My Story with Labyrinthitis, Vertigo, Hearing Loss and Mental Health

by Sara Sousa 2 years ago in body

Ears: an incredibly underestimated part of the body. This is my brutal story of my experience with an ear infection called Labyrinthitis and its impact on my mental health and life.

My Story with Labyrinthitis, Vertigo, Hearing Loss and Mental Health

Ears: we have to love them, right? Most people listen to music through their headphones or speakers when getting ready to start their day or even listen to music a few times a day. We all know what music does to us - we may feel alive, upbeat, motivated. We may also even feel sad, lost, confused, depressed. Music is the key in connecting our emotions through sound.

Our ears are incredibly important - they help us with our balance and enable us to have conversations with people. Personally, I believe that people take advantage of their hearing without thinking of just how vital ear health is. It's only those who have either gone through ear problems or currently suffer from ear problems who learn to appreciate their ears and wish for things to be different.

I'm one of those people.

My ear problems began two years ago. I started hearing a lot more on my left ear than my right. It caused a lot of problems. At the time, I was living with other people in a shared house. It became problematic to sleep because any little sound would instantly wake me up. As you can imagine, this caused a negative impact during the day. I was incredibly sleep deprived, I couldn't focus on my work which often got me into trouble which only worsened things, I was incredibly moody and it caused a lot of problems with people who I usually got on with. How can people really adjust to something like this for someone else when they themselves don't have problems with their ears? It's very difficult.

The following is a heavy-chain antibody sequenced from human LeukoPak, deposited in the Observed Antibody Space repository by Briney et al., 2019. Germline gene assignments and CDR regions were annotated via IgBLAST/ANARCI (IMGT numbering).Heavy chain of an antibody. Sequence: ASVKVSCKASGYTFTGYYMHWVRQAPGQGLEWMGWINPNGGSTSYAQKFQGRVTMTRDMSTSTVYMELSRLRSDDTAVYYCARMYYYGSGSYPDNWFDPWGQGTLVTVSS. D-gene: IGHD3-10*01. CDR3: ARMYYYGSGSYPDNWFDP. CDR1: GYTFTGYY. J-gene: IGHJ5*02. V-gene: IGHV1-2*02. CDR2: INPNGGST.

My doctor referred me to an ENT (Ears, Nose and Throat) specialist in order to investigate what could be causing this. During this time, I also had slight hearing loss in my right ear so it felt like a constant battle between trying to keep my left ear's hearing back to a normal range and then trying to have my right ear's hearing back. After a couple of hearing tests and scans, the ENT discovered the diagnosis - hyperacusis in my left ear and tinnitus in my right ear.

Hyperacusis is an ear disorder which makes it very difficult to tolerate sounds.

Tinnitus is a condition in the ear where you hear certain sounds that no one else can. These can be hollow sounds, ticking sounds and ringing.

With hyperacusis, each person suffers from different sounds. These sounds can vary from people to people, but in my case, it's frustration when hearing cluttery clash with plates, people eating, doors slamming, children crying and being in cafe shops (which is incredibly unfortunate because I love coffee shops but the sounds from the cluttery and sounds of things dropping can easily put me off). These are just ordinary sounds that you hear every day and most people don't pay attention to it. But people who have hyperacusis can suffer a great deal of pain. As well as having sleep problems, I got a lot of headaches, fatigue, and stress from this new sensation of sounds becoming a problem. At the time, I wasn't sure what to do and how I could get by. Eventually, I discovered the great blessing of Hyperacusis. It gave me a whole new meaning to music- I started to feel it more, noticing more notes than I ever did before, it gave me a greater sense of satisfaction and relaxation, so there is a two-sided effect with hyperacusis.